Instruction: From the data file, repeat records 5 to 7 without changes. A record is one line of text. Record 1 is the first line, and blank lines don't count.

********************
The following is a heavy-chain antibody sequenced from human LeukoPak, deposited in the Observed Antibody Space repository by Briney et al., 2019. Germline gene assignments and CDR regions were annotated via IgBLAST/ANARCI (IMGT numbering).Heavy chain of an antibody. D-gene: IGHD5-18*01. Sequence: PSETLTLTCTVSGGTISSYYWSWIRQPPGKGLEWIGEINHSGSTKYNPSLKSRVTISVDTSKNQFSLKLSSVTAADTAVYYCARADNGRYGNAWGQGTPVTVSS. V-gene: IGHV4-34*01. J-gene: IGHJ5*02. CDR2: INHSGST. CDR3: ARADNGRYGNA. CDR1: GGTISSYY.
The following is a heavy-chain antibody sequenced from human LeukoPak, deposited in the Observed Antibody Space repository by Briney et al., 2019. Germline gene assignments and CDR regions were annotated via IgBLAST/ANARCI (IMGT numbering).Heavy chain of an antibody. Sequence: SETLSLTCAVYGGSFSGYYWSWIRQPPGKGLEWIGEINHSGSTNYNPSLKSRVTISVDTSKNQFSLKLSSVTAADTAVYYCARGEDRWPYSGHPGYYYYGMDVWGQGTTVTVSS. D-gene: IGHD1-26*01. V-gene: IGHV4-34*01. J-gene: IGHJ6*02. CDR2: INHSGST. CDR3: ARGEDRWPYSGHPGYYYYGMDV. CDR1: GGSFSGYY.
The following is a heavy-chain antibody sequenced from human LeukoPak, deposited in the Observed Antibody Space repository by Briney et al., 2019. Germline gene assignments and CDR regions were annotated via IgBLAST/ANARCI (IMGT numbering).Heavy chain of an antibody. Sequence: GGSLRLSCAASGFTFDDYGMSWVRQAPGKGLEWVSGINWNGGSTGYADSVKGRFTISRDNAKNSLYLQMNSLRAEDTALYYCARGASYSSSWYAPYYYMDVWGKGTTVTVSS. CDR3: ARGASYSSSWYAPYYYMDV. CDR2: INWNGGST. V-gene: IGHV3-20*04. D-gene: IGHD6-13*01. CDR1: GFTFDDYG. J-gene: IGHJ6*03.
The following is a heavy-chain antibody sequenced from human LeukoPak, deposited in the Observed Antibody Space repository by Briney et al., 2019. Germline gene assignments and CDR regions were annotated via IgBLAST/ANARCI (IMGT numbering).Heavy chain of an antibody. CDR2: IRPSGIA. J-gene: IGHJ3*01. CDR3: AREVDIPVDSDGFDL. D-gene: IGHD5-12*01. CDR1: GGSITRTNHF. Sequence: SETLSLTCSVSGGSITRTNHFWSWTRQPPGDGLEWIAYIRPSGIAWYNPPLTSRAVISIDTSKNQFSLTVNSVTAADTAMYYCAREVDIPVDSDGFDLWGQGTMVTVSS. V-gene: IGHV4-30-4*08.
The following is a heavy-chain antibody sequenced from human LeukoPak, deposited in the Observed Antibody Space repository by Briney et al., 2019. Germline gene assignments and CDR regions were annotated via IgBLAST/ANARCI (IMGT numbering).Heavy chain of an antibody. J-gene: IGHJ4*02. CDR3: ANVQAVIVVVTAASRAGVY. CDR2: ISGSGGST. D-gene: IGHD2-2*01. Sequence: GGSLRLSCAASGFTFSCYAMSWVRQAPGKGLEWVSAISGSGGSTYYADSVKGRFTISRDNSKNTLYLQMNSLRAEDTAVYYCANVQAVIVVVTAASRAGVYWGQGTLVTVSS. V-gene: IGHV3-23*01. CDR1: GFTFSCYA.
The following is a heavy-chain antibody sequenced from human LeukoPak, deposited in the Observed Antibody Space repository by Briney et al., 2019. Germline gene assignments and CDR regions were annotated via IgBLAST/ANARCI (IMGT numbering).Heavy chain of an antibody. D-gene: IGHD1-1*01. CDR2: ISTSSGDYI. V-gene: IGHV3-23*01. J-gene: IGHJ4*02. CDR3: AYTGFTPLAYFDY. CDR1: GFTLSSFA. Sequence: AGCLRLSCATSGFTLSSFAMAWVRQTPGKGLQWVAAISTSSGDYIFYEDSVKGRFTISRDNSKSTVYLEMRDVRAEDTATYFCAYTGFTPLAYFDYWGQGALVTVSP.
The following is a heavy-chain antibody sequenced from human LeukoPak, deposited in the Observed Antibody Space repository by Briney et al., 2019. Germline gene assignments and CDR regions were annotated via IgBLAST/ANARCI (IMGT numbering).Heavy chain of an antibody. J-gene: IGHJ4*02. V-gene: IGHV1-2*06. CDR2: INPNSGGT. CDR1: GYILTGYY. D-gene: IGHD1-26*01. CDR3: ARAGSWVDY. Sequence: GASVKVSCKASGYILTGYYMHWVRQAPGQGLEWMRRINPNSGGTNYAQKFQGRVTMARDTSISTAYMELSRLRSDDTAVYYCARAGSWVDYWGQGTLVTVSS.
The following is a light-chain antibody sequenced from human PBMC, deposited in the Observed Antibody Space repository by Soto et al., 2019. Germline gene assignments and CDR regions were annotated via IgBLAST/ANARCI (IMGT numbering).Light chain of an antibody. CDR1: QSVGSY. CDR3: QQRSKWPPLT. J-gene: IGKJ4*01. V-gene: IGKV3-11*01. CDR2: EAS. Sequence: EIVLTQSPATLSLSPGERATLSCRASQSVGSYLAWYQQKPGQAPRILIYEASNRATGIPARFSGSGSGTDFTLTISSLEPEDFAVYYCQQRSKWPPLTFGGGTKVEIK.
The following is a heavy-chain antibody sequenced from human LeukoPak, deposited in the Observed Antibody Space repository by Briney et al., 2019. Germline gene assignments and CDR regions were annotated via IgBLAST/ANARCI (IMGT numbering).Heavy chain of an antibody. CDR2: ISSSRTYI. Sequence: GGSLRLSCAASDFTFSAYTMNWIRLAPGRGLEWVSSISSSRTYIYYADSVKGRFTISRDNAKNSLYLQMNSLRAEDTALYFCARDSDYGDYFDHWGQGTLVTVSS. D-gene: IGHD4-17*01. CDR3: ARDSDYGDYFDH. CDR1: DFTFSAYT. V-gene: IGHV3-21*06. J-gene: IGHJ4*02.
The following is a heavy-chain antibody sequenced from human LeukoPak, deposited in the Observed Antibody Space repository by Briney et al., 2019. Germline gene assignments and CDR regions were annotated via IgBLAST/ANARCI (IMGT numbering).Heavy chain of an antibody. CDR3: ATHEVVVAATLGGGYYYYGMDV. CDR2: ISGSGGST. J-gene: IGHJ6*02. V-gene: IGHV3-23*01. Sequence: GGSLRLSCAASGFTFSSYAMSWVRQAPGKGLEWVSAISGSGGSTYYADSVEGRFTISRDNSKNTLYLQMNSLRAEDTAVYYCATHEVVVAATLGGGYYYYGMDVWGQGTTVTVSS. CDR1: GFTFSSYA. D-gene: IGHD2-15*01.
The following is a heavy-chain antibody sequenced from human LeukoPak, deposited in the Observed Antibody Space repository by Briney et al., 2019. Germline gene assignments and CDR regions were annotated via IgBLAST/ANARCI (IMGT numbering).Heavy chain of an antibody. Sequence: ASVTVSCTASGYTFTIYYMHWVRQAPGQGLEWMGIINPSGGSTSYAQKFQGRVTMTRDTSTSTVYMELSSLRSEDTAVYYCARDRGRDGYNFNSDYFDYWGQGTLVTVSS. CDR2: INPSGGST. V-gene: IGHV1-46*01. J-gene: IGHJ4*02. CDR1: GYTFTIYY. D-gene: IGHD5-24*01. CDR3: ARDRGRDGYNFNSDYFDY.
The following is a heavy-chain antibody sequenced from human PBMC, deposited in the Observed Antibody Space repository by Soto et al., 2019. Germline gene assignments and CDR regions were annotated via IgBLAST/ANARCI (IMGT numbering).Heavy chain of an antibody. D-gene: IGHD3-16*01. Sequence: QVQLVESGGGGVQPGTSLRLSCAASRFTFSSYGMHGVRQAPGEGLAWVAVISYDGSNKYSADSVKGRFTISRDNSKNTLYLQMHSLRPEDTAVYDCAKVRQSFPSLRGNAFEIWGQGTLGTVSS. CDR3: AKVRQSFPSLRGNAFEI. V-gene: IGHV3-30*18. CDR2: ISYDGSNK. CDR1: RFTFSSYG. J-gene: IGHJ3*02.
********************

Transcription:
The following is a heavy-chain antibody sequenced from human LeukoPak, deposited in the Observed Antibody Space repository by Briney et al., 2019. Germline gene assignments and CDR regions were annotated via IgBLAST/ANARCI (IMGT numbering).Heavy chain of an antibody. J-gene: IGHJ4*02. CDR3: ANVQAVIVVVTAASRAGVY. CDR2: ISGSGGST. D-gene: IGHD2-2*01. Sequence: GGSLRLSCAASGFTFSCYAMSWVRQAPGKGLEWVSAISGSGGSTYYADSVKGRFTISRDNSKNTLYLQMNSLRAEDTAVYYCANVQAVIVVVTAASRAGVYWGQGTLVTVSS. V-gene: IGHV3-23*01. CDR1: GFTFSCYA.
The following is a heavy-chain antibody sequenced from human LeukoPak, deposited in the Observed Antibody Space repository by Briney et al., 2019. Germline gene assignments and CDR regions were annotated via IgBLAST/ANARCI (IMGT numbering).Heavy chain of an antibody. D-gene: IGHD1-1*01. CDR2: ISTSSGDYI. V-gene: IGHV3-23*01. J-gene: IGHJ4*02. CDR3: AYTGFTPLAYFDY. CDR1: GFTLSSFA. Sequence: AGCLRLSCATSGFTLSSFAMAWVRQTPGKGLQWVAAISTSSGDYIFYEDSVKGRFTISRDNSKSTVYLEMRDVRAEDTATYFCAYTGFTPLAYFDYWGQGALVTVSP.
The following is a heavy-chain antibody sequenced from human LeukoPak, deposited in the Observed Antibody Space repository by Briney et al., 2019. Germline gene assignments and CDR regions were annotated via IgBLAST/ANARCI (IMGT numbering).Heavy chain of an antibody. J-gene: IGHJ4*02. V-gene: IGHV1-2*06. CDR2: INPNSGGT. CDR1: GYILTGYY. D-gene: IGHD1-26*01. CDR3: ARAGSWVDY. Sequence: GASVKVSCKASGYILTGYYMHWVRQAPGQGLEWMRRINPNSGGTNYAQKFQGRVTMARDTSISTAYMELSRLRSDDTAVYYCARAGSWVDYWGQGTLVTVSS.